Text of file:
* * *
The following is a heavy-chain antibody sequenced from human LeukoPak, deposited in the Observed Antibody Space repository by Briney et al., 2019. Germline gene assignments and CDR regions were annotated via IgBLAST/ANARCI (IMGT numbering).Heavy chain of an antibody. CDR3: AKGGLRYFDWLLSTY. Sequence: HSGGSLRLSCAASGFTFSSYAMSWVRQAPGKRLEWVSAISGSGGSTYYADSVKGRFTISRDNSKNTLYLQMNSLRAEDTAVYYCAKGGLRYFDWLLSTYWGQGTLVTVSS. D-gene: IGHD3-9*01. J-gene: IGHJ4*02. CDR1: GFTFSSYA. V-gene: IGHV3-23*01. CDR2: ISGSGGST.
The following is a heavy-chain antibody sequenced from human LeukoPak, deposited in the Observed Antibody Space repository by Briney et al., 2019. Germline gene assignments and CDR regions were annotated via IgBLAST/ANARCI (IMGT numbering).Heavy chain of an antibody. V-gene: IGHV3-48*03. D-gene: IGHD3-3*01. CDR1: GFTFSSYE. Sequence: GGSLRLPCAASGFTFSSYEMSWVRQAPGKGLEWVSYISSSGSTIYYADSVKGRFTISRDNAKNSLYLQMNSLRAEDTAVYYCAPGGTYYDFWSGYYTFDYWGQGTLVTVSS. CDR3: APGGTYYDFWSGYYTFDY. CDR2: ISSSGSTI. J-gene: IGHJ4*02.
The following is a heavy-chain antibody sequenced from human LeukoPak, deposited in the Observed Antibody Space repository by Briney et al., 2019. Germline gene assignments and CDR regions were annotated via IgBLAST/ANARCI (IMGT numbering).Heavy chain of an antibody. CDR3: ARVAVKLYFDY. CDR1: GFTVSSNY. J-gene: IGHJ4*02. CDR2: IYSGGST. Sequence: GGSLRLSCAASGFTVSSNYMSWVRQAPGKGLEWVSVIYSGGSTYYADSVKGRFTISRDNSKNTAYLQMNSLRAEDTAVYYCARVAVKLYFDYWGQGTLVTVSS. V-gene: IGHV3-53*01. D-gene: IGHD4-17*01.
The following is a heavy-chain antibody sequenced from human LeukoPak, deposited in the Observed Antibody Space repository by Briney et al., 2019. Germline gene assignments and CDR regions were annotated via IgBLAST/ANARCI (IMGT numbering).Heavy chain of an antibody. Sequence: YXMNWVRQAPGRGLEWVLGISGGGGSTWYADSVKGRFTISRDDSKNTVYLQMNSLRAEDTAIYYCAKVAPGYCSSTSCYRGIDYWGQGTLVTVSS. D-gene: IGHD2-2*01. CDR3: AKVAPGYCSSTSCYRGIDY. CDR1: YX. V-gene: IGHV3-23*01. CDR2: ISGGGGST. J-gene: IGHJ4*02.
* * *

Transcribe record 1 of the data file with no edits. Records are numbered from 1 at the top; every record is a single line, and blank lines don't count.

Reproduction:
The following is a heavy-chain antibody sequenced from human LeukoPak, deposited in the Observed Antibody Space repository by Briney et al., 2019. Germline gene assignments and CDR regions were annotated via IgBLAST/ANARCI (IMGT numbering).Heavy chain of an antibody. CDR3: AKGGLRYFDWLLSTY. Sequence: HSGGSLRLSCAASGFTFSSYAMSWVRQAPGKRLEWVSAISGSGGSTYYADSVKGRFTISRDNSKNTLYLQMNSLRAEDTAVYYCAKGGLRYFDWLLSTYWGQGTLVTVSS. D-gene: IGHD3-9*01. J-gene: IGHJ4*02. CDR1: GFTFSSYA. V-gene: IGHV3-23*01. CDR2: ISGSGGST.